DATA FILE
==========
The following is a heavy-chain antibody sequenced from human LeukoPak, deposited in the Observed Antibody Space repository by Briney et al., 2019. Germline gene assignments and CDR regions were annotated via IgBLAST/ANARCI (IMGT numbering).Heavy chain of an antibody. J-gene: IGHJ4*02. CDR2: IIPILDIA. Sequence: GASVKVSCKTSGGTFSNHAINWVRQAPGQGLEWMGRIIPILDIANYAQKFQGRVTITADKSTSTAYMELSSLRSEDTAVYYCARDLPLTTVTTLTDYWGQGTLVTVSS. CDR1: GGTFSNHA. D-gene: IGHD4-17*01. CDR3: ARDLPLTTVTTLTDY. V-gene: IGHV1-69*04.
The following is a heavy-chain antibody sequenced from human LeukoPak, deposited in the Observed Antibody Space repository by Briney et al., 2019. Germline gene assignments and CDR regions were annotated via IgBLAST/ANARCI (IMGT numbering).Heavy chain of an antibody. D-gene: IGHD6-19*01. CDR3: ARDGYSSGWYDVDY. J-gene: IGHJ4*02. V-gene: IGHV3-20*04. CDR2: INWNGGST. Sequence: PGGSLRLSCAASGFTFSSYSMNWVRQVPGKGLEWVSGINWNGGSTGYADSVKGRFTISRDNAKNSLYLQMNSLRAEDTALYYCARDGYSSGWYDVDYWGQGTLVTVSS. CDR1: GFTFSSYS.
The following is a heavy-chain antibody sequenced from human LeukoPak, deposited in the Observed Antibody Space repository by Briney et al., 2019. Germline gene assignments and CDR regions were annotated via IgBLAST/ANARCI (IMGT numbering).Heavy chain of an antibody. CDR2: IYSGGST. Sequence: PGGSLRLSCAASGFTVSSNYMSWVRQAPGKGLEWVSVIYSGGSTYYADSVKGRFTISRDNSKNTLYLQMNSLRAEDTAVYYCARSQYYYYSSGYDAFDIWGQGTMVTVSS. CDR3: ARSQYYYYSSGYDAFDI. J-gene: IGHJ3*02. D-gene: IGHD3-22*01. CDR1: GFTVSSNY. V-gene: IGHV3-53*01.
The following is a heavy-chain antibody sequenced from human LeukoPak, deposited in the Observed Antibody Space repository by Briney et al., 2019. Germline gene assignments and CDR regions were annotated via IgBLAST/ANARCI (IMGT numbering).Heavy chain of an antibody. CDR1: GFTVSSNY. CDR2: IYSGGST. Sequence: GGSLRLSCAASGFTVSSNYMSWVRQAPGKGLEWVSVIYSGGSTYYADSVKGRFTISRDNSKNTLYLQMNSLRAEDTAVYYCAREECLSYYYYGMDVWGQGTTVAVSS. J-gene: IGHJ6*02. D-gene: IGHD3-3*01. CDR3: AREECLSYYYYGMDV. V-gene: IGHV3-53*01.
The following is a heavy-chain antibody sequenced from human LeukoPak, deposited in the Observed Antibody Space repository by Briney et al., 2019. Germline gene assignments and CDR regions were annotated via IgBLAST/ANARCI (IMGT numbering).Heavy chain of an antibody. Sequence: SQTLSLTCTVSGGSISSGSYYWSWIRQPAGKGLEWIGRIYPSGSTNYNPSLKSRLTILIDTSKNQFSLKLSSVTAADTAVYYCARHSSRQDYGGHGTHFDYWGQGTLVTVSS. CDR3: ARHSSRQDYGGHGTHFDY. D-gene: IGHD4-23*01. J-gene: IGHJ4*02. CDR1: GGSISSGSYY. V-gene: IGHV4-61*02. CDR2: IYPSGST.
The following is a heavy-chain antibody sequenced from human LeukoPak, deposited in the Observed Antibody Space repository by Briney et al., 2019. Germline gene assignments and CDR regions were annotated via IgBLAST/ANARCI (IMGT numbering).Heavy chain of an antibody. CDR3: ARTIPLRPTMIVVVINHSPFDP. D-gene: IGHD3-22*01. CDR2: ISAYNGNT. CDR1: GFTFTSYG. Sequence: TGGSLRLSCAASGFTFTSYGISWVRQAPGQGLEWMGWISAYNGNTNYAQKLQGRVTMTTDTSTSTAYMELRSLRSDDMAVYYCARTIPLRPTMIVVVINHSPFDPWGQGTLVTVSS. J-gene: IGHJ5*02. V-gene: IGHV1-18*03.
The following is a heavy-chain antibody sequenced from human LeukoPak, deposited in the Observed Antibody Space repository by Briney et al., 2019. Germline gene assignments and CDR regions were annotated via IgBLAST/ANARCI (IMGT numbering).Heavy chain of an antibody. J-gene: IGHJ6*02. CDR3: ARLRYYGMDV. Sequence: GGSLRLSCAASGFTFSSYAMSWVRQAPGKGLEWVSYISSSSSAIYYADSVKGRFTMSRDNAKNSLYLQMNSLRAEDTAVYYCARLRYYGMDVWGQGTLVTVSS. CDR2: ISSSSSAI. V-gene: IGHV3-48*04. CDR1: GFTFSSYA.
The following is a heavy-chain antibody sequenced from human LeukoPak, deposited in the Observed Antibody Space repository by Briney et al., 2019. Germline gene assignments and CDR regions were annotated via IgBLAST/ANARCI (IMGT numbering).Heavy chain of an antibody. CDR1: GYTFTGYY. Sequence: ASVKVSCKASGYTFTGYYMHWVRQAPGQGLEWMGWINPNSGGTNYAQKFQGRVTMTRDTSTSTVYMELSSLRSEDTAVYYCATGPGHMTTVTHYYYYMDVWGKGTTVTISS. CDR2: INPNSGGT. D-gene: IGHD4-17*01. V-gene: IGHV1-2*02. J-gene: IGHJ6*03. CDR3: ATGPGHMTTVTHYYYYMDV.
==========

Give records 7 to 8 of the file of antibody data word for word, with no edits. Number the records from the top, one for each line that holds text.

The following is a heavy-chain antibody sequenced from human LeukoPak, deposited in the Observed Antibody Space repository by Briney et al., 2019. Germline gene assignments and CDR regions were annotated via IgBLAST/ANARCI (IMGT numbering).Heavy chain of an antibody. J-gene: IGHJ6*02. CDR3: ARLRYYGMDV. Sequence: GGSLRLSCAASGFTFSSYAMSWVRQAPGKGLEWVSYISSSSSAIYYADSVKGRFTMSRDNAKNSLYLQMNSLRAEDTAVYYCARLRYYGMDVWGQGTLVTVSS. CDR2: ISSSSSAI. V-gene: IGHV3-48*04. CDR1: GFTFSSYA.
The following is a heavy-chain antibody sequenced from human LeukoPak, deposited in the Observed Antibody Space repository by Briney et al., 2019. Germline gene assignments and CDR regions were annotated via IgBLAST/ANARCI (IMGT numbering).Heavy chain of an antibody. CDR1: GYTFTGYY. Sequence: ASVKVSCKASGYTFTGYYMHWVRQAPGQGLEWMGWINPNSGGTNYAQKFQGRVTMTRDTSTSTVYMELSSLRSEDTAVYYCATGPGHMTTVTHYYYYMDVWGKGTTVTISS. CDR2: INPNSGGT. D-gene: IGHD4-17*01. V-gene: IGHV1-2*02. J-gene: IGHJ6*03. CDR3: ATGPGHMTTVTHYYYYMDV.